U.S. Wants New York Fracking Lawsuit DismissedAug 3, 2011 | Parker Waichman LLP
Hydraulic Fracturing In Delaware River
Insisting that the New York attorney general has no business suing it over possible hydraulic fracturing in the Delaware River Basin, the U.S. government says it will ask a federal judge to dismiss the state's claim. The fracking lawsuit, filed by New York Attorney General Eric Schneiderman in May, seeks to force the Delaware River Basin Commission (DRBC) to conduct an environmental impact study from adopting new drilling regulations that would allow fracking in the Basin.
Schneiderman claims such a study is required by the National Environmental Policy Act. He alleges fracking in the Basin, which supplies water to 17 million people living in East Coast cities, including Philadelphia and New York City, puts vital sources of drinking water at risk.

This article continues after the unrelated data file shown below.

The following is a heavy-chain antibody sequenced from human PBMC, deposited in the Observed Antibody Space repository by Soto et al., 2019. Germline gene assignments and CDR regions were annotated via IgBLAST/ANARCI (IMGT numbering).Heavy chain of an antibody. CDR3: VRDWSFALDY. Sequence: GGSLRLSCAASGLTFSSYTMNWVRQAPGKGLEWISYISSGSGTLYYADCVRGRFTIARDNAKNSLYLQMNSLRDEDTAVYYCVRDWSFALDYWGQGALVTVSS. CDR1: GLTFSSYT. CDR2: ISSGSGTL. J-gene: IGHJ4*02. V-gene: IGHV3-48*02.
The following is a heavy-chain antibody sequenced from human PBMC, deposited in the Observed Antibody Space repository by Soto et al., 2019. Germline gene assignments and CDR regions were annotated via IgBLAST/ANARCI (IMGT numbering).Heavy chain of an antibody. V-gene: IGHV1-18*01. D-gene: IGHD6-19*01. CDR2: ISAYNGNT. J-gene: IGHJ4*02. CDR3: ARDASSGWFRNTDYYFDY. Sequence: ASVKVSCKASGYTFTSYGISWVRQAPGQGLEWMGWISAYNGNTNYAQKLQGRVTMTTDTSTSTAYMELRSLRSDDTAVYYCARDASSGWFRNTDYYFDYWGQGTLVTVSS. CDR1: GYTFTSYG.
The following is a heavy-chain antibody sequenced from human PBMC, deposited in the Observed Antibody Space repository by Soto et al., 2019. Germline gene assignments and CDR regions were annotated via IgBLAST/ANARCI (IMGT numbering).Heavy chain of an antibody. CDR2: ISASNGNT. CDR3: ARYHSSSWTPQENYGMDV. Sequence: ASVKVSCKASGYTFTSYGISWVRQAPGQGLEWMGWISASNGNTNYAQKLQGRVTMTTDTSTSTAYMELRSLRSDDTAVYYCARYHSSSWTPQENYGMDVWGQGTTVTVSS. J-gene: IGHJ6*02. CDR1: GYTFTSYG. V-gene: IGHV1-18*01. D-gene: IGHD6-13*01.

Hundreds Of Violations Revealed
The lawsuit cites “hundreds of violations of water pollution laws," associated with fracking in nearby Pennsylvania, including the April 19 blowout of a natural-gas well owned by Chesapeake Energy Corp. in Bradford County. That accident spewed thousands of gallons of fracking fluid onto nearby land, some of which made it into a tributary of a creek that eventually flows into the Susquehanna River.
But in a letter to U.S. District Judge Nicholas Garaufis in Brooklyn, New York, Assistant U.S. Attorney Sandra Levy asserts the New York lawsuit has no standing because it is barred by sovereign immunity, a legal principle that protects the U.S. from lawsuits unless the federal government specifically waives immunity. She further asserts that the claim is not "ripe" because the DRBC hasn't finished its review of proposed new drilling regulations. Finally she calls the lawsuit’s claim that New York will be harmed by fracking in the Basin "conjectural and hypothetical, and not actual or imminent."
Once the DRBC does adopt new drilling regulations, it is estimated that between 15,000 to 18,000 natural gas wells could be drilled there, most of which are expected to be developed by fracking.
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